Interview with Joanie Connell, Ph.D., Flexible Work Solutions.

Interviewer: Hey, welcome back to another edition of the Public Relations Security Videocast. We’re talking with experts who deal with all sorts of different crises and conflict situations, both in and out of the workplace. And I got to meet Joanie Connell just about, I would say, a couple of months ago. And I’m really fascinated by her work, and I’m really fascinated by how she helps out different organizations. So, Joanie, thanks so much for being here. Really appreciate it.

Joanie Connell: Oh, it’s my pleasure. Thank you so much.

Interviewer: Absolutely. Tell us a little bit about Flexible Work Solutions, which is your company, how you got into that, and how you help organizations.

Joanie Connell: Well, Flexible Work Solutions focuses on attracting, retaining, and developing employees, leaders mostly. And my particular expertise is working with high-level people. That’s generally where the high stakes are in organizations, right?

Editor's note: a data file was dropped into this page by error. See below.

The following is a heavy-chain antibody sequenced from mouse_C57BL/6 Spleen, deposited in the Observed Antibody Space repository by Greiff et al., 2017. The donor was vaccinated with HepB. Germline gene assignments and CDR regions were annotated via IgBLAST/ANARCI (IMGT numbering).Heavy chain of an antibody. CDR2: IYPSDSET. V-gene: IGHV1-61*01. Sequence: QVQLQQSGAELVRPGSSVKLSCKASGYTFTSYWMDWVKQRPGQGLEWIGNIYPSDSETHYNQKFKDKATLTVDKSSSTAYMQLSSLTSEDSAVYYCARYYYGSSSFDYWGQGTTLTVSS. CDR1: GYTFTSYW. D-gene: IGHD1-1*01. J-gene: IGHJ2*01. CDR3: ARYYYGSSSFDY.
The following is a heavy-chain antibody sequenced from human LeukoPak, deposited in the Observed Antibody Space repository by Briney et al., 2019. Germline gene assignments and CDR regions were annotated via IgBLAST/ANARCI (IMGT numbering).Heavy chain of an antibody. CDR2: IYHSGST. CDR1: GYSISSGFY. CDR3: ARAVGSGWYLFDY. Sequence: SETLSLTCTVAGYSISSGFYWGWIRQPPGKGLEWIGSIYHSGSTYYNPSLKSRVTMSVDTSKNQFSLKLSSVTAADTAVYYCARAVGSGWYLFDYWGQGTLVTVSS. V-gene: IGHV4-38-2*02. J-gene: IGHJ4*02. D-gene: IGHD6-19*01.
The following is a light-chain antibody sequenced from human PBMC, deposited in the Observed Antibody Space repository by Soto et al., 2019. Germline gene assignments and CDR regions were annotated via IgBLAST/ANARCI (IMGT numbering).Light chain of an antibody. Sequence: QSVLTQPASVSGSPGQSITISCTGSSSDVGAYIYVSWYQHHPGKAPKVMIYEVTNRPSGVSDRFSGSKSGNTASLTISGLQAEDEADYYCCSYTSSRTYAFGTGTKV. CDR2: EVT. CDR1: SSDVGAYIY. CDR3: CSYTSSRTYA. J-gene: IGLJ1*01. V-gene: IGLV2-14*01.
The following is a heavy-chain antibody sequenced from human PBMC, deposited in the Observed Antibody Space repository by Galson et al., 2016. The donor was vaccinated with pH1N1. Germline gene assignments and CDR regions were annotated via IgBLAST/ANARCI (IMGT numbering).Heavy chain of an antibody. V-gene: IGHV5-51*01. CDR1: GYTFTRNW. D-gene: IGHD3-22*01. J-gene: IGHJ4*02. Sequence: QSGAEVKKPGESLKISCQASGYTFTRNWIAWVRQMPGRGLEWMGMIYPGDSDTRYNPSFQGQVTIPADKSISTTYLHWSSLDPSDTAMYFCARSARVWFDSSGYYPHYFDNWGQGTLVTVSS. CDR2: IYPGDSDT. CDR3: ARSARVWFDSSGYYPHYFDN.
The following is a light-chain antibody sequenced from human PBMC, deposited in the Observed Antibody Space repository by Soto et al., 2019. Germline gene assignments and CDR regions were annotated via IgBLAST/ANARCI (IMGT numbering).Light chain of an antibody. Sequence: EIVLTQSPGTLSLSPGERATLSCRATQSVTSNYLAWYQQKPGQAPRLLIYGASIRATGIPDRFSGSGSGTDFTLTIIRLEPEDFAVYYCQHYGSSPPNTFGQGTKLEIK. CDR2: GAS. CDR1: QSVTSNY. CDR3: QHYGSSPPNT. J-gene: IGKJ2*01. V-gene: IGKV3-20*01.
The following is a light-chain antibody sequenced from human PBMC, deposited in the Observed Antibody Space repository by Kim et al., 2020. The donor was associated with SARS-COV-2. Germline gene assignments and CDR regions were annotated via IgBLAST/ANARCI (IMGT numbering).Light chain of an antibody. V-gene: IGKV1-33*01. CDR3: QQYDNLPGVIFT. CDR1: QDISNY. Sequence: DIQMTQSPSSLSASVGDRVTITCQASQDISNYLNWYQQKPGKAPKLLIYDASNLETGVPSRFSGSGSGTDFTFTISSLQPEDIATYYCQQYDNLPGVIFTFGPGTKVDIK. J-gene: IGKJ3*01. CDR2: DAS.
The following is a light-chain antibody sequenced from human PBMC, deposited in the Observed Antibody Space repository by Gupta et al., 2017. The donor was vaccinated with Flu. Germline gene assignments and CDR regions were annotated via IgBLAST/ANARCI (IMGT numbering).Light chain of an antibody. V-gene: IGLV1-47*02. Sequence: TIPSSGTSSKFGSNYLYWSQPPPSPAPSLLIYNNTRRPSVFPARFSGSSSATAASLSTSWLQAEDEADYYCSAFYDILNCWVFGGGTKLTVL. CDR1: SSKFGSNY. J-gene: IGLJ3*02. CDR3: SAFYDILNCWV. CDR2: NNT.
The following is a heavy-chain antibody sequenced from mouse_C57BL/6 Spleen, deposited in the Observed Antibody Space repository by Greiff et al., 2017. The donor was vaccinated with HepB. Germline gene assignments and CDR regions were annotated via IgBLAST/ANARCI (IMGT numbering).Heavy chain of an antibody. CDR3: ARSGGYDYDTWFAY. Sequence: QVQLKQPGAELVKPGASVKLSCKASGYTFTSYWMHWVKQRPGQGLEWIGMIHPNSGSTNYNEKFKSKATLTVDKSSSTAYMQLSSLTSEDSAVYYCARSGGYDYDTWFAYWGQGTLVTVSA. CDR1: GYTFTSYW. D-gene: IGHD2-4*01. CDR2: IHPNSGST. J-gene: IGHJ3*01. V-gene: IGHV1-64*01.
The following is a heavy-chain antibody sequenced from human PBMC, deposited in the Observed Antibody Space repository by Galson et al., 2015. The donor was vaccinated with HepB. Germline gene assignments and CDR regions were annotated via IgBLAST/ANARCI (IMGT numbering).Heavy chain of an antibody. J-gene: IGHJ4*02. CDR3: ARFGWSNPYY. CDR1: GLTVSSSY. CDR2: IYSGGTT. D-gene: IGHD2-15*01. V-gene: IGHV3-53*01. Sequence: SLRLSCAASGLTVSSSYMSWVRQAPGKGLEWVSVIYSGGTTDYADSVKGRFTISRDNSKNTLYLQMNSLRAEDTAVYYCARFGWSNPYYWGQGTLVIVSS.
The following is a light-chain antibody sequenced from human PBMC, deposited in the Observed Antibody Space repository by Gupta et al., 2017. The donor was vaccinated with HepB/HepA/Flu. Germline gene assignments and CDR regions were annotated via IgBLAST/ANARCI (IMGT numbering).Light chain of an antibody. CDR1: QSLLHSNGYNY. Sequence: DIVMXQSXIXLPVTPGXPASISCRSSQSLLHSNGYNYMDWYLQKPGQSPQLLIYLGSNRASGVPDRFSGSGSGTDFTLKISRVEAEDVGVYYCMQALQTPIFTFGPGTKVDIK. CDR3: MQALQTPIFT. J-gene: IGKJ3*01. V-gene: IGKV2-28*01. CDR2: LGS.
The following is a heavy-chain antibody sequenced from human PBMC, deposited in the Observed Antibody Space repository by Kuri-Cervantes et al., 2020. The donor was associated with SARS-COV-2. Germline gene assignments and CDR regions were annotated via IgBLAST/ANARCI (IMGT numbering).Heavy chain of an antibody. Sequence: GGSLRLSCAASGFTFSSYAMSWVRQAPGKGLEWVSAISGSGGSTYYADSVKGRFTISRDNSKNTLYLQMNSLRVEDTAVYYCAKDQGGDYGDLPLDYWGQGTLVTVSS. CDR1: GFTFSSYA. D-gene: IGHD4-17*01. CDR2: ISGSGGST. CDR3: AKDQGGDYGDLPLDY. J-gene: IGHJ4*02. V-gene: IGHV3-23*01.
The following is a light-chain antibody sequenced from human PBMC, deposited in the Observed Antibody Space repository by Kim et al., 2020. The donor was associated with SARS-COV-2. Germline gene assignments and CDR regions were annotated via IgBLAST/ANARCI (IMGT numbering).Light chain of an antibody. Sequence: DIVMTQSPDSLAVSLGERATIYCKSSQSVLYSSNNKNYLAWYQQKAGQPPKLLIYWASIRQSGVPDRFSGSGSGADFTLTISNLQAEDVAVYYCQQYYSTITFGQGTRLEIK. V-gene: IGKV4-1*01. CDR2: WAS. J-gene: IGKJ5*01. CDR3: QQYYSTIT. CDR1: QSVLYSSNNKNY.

Interviewer: There’s a lot of riding on those types of individuals. I am fascinated about your work with helping technicians recently promoted into a managerial position. And communications may be something either that they haven’t really perfected in terms of business communications or haven’t really ever been taught. How you go in and help technicians become leaders.

Joanie Connell: Well, I’ll answer the first question and the second one here because you also asked how I got into it. And I started my career as an electrical engineer up in Silicon Valley, and I worked as an engineer for eight years. And I just was so much more interested in the people interactions than the computer ones, and how people didn’t want to interact. And it was so hard. People didn’t want to lead, and they were just so interested in the technology. And so, eventually, I went back to graduate school in psychology up at Berkeley and studied how people interact with each other in organizations. And that’s what I’ve been doing for over 20 years now.